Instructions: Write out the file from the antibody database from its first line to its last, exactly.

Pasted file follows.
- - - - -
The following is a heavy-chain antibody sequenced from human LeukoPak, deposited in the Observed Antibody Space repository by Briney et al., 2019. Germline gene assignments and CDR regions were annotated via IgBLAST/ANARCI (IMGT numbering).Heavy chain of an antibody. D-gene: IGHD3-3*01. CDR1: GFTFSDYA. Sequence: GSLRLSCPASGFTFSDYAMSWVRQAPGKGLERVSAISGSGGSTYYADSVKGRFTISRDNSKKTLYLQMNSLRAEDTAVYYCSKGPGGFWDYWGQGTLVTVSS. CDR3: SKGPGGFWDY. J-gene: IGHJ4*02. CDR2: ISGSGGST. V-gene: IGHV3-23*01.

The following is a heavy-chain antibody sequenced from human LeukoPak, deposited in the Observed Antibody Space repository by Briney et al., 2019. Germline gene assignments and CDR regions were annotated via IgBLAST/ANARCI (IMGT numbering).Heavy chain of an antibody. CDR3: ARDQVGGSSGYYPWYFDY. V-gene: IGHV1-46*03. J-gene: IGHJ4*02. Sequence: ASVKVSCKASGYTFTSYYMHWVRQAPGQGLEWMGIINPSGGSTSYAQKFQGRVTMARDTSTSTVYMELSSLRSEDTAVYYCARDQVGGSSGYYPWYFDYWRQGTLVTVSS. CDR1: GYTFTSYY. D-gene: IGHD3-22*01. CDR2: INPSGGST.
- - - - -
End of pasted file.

The following is a heavy-chain antibody sequenced from human LeukoPak, deposited in the Observed Antibody Space repository by Briney et al., 2019. Germline gene assignments and CDR regions were annotated via IgBLAST/ANARCI (IMGT numbering).Heavy chain of an antibody. D-gene: IGHD3-3*01. CDR1: GFTFSDYA. Sequence: GSLRLSCPASGFTFSDYAMSWVRQAPGKGLERVSAISGSGGSTYYADSVKGRFTISRDNSKKTLYLQMNSLRAEDTAVYYCSKGPGGFWDYWGQGTLVTVSS. CDR3: SKGPGGFWDY. J-gene: IGHJ4*02. CDR2: ISGSGGST. V-gene: IGHV3-23*01.

The following is a heavy-chain antibody sequenced from human LeukoPak, deposited in the Observed Antibody Space repository by Briney et al., 2019. Germline gene assignments and CDR regions were annotated via IgBLAST/ANARCI (IMGT numbering).Heavy chain of an antibody. CDR3: ARDQVGGSSGYYPWYFDY. V-gene: IGHV1-46*03. J-gene: IGHJ4*02. Sequence: ASVKVSCKASGYTFTSYYMHWVRQAPGQGLEWMGIINPSGGSTSYAQKFQGRVTMARDTSTSTVYMELSSLRSEDTAVYYCARDQVGGSSGYYPWYFDYWRQGTLVTVSS. CDR1: GYTFTSYY. D-gene: IGHD3-22*01. CDR2: INPSGGST.